E very Friday we get drunk without men. The bartender at Galveston's twists the rims of glasses on a salted towel.
Maria lost her baby four months into her pregnancy and she was back at work two days later. No one asks her if she's feeling better. She drinks harder than anyone else does, surprising us with her lust. Sharon's boss at the stationary mill brought her a Victoria's Secret catalogue from home, and the pages of the magazine were stuck together. It had its own odor. Amy's boyfriend is sleeping with more than one of the hairdressers at the Revelations salon. He smells like astringent and hair spray. He's out all night and sleeps until noon, waiting for Amy to come home with cigarettes and food.
I tell the girls that I am in love with the bartender. He has hands that are larger than frying pans. His moustache is untamed shrubbery. When he smiles, all of the bottles behind the bar sparkle and sing. I feel lucky to have fallen for such a simple man.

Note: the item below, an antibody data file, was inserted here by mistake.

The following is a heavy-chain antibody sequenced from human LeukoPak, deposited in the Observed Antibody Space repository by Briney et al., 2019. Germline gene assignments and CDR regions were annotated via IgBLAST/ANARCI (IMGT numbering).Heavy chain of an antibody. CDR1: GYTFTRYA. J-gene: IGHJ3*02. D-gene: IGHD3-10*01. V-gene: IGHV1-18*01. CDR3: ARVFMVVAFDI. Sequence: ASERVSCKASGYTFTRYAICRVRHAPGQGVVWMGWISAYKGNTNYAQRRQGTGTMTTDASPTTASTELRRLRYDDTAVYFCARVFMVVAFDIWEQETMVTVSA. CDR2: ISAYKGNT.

It is the very edge of town--the furthest you can go without falling into the Mohawk and being swept all the way to Albany or beyond. Abandoned warehouses fall apart here, scatter themselves on the banks of the river. The night is as dark as oil or grease. It has rained for weeks and none of us remembers the sun.
Tonight, Maria pukes in the parking lot before we leave. She says something in Spanish, curses the universe, and touches that spot on her body where something might have lived.